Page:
French prime minister Edouard Philippe, standing firm against a wave of grassroots protests, has said that fuel tax hikes would remain in place despite nationwide agitation.
“The course we set is good and we will keep it,” Mr Philippe said during an interview on TV station France-2, “It’s not when the wind blows that you change course.”
Nearly 300,000 protesters paralysed traffic at more than 2,000 strategic sites around France on Saturday in a bid to force the government to lower taxes on diesel fuel and petrol.
A protester was struck and killed on Saturday when a panicked driver faced a roadblock in the eastern Savoie region.
French press reports on Sunday said the driver was charged with manslaughter and released.
At last count, at least 409 people had been injured — 14 seriously, Interior Minister Christophe Castaner said on Sunday on RTL radio.
Holdouts refusing to end the protests continued to slow traffic on Sunday.
Blockades were counted at 150 scattered locations on Sunday, Mr Castaner told RTL radio.
Protesters were notably in Rennes, in western France, Avignon, in the south, and Nancy, in the east, where police moved in to clear them.
The situation throughout the night was “agitated,” Mr Castaner said, with “aggressions, fights, knife-slashing” taking place, including among the protesters.
Overall, 157 people were detained for questioning – double the number reported on Saturday night.
The upstart movement behind the weekend protests represents middle-class citizens and those with fewer means who rely on their cars to get to work.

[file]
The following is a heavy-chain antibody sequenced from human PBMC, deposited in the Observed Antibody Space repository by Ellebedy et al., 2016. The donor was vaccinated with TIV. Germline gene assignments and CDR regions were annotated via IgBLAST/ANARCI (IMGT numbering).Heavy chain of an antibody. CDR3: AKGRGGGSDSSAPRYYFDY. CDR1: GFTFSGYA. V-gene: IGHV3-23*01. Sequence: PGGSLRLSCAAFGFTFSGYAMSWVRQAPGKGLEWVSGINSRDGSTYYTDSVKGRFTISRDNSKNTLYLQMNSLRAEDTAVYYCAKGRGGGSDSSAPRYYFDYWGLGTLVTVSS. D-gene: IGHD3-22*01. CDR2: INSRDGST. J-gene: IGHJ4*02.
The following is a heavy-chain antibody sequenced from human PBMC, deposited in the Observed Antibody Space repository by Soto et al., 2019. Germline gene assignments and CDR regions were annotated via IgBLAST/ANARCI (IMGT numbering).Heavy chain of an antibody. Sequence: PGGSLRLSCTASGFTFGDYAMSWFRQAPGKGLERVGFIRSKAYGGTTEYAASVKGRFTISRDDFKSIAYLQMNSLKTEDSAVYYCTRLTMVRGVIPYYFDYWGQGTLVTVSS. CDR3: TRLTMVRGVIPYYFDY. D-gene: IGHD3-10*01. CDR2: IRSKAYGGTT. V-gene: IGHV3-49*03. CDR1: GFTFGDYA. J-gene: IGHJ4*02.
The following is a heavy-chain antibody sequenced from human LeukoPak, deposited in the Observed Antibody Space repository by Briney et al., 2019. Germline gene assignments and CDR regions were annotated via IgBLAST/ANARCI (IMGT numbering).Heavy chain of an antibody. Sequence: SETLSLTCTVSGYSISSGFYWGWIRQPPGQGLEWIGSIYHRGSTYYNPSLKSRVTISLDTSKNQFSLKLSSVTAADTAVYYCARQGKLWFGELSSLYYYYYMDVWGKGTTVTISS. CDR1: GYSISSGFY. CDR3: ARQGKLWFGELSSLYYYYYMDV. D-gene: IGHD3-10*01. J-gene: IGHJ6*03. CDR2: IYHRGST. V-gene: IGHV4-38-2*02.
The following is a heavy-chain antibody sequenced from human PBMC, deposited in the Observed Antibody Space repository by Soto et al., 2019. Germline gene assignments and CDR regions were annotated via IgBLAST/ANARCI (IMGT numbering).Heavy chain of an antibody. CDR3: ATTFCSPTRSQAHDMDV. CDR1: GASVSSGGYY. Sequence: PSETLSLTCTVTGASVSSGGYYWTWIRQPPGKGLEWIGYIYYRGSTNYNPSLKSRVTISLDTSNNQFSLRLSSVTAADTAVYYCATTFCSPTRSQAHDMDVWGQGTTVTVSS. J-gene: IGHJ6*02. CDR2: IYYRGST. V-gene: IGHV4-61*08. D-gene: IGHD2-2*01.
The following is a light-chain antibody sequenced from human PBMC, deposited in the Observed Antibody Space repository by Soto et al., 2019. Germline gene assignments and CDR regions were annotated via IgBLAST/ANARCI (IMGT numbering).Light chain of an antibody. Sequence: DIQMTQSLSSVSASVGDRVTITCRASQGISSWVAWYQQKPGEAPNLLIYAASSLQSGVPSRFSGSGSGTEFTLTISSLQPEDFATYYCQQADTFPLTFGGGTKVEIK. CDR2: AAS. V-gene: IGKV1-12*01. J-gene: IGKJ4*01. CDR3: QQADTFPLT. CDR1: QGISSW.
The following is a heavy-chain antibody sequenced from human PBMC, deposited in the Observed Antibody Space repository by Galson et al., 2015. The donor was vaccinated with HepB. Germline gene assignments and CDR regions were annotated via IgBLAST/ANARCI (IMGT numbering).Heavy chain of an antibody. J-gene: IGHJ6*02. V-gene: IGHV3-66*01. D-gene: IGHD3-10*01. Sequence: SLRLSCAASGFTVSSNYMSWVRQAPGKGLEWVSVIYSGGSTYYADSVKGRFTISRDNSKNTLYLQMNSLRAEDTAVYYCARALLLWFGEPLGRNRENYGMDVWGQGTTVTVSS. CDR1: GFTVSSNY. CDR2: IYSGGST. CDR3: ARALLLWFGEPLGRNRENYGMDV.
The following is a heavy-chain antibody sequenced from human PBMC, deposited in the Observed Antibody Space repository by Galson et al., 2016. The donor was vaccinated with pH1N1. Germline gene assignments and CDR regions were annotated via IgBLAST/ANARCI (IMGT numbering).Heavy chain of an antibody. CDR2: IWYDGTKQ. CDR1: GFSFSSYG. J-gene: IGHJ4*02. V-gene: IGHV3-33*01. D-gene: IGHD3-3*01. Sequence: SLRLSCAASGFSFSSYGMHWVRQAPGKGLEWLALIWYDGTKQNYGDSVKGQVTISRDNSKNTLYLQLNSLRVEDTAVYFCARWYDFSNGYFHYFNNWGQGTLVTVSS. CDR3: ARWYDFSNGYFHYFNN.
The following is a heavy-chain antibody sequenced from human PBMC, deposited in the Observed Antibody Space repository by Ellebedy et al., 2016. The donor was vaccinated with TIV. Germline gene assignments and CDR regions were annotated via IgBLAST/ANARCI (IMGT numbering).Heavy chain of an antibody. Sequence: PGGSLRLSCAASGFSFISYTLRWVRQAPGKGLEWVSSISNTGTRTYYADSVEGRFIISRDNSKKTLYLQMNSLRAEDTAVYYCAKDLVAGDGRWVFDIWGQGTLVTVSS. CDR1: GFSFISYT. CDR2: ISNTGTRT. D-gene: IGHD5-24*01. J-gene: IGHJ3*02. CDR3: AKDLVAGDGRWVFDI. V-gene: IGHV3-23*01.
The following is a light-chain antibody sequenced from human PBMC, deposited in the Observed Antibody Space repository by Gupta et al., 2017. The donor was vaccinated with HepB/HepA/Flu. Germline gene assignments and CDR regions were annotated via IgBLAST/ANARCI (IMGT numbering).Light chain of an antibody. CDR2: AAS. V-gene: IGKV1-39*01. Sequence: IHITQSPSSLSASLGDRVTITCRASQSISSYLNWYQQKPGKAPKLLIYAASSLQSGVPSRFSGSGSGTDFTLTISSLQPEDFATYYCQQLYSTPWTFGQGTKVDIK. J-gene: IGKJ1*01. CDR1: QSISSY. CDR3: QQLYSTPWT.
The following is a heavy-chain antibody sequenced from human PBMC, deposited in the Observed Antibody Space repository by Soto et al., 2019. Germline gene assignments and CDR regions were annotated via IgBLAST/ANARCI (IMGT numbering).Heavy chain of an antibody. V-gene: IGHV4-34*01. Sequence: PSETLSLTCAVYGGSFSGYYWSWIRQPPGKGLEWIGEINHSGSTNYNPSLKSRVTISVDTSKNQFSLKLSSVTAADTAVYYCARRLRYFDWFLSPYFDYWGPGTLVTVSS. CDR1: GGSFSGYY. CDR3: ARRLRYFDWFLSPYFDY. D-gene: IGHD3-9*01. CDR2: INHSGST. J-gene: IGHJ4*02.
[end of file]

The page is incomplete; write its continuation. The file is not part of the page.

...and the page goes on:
The protesters called themselves “yellow jackets” after the safety vests French drivers are obliged to keep in their cars for emergencies.
While it was unclear if the weekend’s momentum would continue, the movement is posing a challenge to French president Emmanuel Macron.
“I hear what the French are saying. It’s very clear,” the prime minister said on Sunday.
“But a government that … zigzags according to the difficulties, what too many past governments have done, that won’t lead France to where it must be.”
Mr Macron wants to close the gap between the price of diesel fuel and petrol as part of his strategy to wean France off fossil fuels.
A “carbon trajectory” calls for continued increases, particularly on diesel.
Mr Philippe said more explaining is needed “and we will do that”, while adhering to the plan.
He vowed that results would be in at the end of Mr Macron’s mandate in 2022 – and good for the French.